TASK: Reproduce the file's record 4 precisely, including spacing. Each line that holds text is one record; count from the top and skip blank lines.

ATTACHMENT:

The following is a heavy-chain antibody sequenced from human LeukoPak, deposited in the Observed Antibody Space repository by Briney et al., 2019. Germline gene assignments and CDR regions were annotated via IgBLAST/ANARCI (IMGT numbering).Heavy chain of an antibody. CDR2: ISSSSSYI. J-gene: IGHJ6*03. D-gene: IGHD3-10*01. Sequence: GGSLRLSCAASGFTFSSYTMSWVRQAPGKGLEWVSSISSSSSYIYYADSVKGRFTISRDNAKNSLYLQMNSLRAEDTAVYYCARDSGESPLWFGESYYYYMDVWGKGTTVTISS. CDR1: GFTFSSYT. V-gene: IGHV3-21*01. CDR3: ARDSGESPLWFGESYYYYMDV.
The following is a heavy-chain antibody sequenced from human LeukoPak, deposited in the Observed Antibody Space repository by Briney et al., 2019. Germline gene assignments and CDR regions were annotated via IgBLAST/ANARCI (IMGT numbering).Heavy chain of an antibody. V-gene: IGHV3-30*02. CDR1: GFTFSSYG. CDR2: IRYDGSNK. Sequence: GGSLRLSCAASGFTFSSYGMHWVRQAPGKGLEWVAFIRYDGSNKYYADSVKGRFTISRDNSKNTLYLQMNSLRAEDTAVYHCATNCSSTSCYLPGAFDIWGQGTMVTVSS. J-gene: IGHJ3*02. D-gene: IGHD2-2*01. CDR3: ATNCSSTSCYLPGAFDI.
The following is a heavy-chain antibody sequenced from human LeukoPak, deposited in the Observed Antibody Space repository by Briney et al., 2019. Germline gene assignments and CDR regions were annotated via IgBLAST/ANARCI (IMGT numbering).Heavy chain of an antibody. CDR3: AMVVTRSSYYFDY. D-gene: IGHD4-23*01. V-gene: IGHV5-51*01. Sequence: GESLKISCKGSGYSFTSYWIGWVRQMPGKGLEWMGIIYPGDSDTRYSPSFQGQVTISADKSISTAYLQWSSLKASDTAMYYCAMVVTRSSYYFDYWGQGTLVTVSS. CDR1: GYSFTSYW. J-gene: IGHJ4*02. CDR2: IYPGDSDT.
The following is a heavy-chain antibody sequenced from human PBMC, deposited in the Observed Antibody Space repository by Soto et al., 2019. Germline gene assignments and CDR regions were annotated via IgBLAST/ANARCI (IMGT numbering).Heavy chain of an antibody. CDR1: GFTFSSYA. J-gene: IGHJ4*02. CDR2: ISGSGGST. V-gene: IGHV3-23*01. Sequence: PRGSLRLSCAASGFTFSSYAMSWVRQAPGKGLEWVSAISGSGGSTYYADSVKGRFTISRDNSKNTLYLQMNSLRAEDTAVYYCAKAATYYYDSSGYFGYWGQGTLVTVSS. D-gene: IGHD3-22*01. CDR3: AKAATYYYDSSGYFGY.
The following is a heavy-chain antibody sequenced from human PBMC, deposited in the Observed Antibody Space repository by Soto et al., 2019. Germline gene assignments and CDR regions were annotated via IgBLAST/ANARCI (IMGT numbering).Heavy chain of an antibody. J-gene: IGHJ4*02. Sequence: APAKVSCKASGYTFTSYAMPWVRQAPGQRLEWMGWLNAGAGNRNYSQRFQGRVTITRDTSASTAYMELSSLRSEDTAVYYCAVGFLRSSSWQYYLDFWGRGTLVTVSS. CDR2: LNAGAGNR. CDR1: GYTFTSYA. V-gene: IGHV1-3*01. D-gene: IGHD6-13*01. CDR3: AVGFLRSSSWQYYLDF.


The following is a heavy-chain antibody sequenced from human PBMC, deposited in the Observed Antibody Space repository by Soto et al., 2019. Germline gene assignments and CDR regions were annotated via IgBLAST/ANARCI (IMGT numbering).Heavy chain of an antibody. CDR1: GFTFSSYA. J-gene: IGHJ4*02. CDR2: ISGSGGST. V-gene: IGHV3-23*01. Sequence: PRGSLRLSCAASGFTFSSYAMSWVRQAPGKGLEWVSAISGSGGSTYYADSVKGRFTISRDNSKNTLYLQMNSLRAEDTAVYYCAKAATYYYDSSGYFGYWGQGTLVTVSS. D-gene: IGHD3-22*01. CDR3: AKAATYYYDSSGYFGY.